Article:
“Turning Red” Is An Ode To Strong Moms and Daughters


Jessica Vanderbeck

“Turning Red” is Pixar’s latest heartfelt and hilarious film.

Jessica Vanderbeck, Reporter

“Turning Red” is the latest film from animation powerhouse Pixar. In case you aren’t familiar with Turning Red’s wild premise, here’s the deal: Mei-Lin Lee is a Chinese-Canadian teenager who discovers that she has a generational condition that causes her to turn into a giant red panda whenever she experiences intense emotions. There are plenty of reasons to love Turning Red- quirky animation, a phenomenal soundtrack, laugh-out-loud jokes, and an adorable furry mascot- but what’s most captivating about this film is its deeply personal story. Mei-Lin, often referred to simply as Mei, faces several challenges throughout the film- but most important of all, she realizes that her dynamic with her mother isn’t what she thought it was. To adequately review this film, spoilers are a given- but I’ll try to minimize them.

The film opens with Mei-Lin narrating over a sequence of her childhood photos. She says that honoring parents is the “number one rule” in her family, going on to list the reasons why she’s grateful for them- especially her mother, Ming Lee. The two have countless pictures together documenting happy memories, winning trophies, and having spa days together. When the montage ends and we are introduced to Mei’s current world, we see that her bond with her mom is still as strong as ever. She passes on spending time with her friends in order to clean the temple that her family owns, and tags along with Ming to give tours of the temple.

However, after an incident that leaves Ming fuming and Mei mortified, the accumulation of her embarrassment and guilt becomes so intense that Mei experiences her first case of turning into a red panda overnight. “The red panda is basically a metaphor for puberty. Seeing how a girl who thought she had everything under control is now big and hairy and smelly and just-an emotional wreck,” says Domee Shi, the film’s director. And with how unpredictable hormones can be, the extra-sudden transformation Mei goes through is very fitting.

When Mei wakes up to find herself all panda-ed out, she hides in the bathroom, missing breakfast. Ming is shocked upon finding out, but tries to remain as calm and supportive as possible. Once Mei calms down, Ming explains that her new form was passed down by the family’s ancestors. However, as time went on, their panda abilities became, as she puts it, “an inconvenience.” As Mei goes to school and lives her life with her new abilities – although with a few more obstacles- she finds the secret to keeping the panda side of her in check. Furthermore, on the night of the next red moon, a ritual can be performed to seal Mei’s panda form away into a talisman- problem solved, right? Wrong.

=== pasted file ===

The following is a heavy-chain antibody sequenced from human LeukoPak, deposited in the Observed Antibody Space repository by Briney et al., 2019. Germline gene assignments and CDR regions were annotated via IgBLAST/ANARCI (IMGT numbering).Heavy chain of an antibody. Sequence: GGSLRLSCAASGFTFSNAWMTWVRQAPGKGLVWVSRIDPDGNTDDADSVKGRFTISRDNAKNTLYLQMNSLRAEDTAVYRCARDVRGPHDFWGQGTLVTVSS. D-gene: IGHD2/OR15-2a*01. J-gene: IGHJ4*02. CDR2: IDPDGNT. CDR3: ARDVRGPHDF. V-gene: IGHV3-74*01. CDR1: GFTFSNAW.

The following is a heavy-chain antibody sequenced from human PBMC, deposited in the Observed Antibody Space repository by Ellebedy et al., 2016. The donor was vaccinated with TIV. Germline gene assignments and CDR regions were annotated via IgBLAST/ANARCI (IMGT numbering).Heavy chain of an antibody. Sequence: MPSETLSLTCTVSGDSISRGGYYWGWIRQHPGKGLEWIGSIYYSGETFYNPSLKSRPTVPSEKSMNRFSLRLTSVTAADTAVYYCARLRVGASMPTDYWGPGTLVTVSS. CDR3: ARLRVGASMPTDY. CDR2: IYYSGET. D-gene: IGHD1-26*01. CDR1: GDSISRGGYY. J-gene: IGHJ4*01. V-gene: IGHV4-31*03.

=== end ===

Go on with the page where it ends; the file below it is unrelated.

Mei’s friend group is trying to raise $800 to get tickets to see 4*Town, the hottest boy band that Mei’s mother can’t stand. Even after a whole presentation from her daughter about why she should buy her a ticket, Ming refuses to believe that the boys of 4*town are anything but troublemakers in shiny matching sweatsuits.  However, Mei goes against her mother’s wishes for seemingly the first time in her life by using her panda abilities to raise money. She knows the panda is something that should be tucked away, but her peers are surprisingly accepting of her fluffy persona- and they’re willing to pay big bucks to see it.

Everything is kept under the radar, until the girls are offered the final 200 dollars that they need by bringing the panda to a birthday party- hosted by one of Mei’s worst enemies. Mei will have to sneak out at night to attend, making this one of her biggest risks yet. But of course, Ming finds out- and nothing good comes from it. At the party, Mei loses control like never before, leaving the party’s host on his on backyard lawn, injured and sobbing. Both Ming and Mei are reprimanded by the host’s parents, leaving a strain on their relationship until the night of the ceremony. And while the girls finally have their money, the concert is the same night as Mei’s ritual- there’s no way she’ll will be able to go.